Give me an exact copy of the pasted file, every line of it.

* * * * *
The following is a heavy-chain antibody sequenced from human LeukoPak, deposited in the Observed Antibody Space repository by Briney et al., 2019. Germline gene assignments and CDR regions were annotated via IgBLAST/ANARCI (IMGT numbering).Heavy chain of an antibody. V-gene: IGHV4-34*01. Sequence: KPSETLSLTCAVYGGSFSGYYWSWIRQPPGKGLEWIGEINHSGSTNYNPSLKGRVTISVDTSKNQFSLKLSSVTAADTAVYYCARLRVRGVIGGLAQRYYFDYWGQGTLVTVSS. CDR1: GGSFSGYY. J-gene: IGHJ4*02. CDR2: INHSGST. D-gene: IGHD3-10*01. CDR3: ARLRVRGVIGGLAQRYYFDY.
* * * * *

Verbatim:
The following is a heavy-chain antibody sequenced from human LeukoPak, deposited in the Observed Antibody Space repository by Briney et al., 2019. Germline gene assignments and CDR regions were annotated via IgBLAST/ANARCI (IMGT numbering).Heavy chain of an antibody. V-gene: IGHV4-34*01. Sequence: KPSETLSLTCAVYGGSFSGYYWSWIRQPPGKGLEWIGEINHSGSTNYNPSLKGRVTISVDTSKNQFSLKLSSVTAADTAVYYCARLRVRGVIGGLAQRYYFDYWGQGTLVTVSS. CDR1: GGSFSGYY. J-gene: IGHJ4*02. CDR2: INHSGST. D-gene: IGHD3-10*01. CDR3: ARLRVRGVIGGLAQRYYFDY.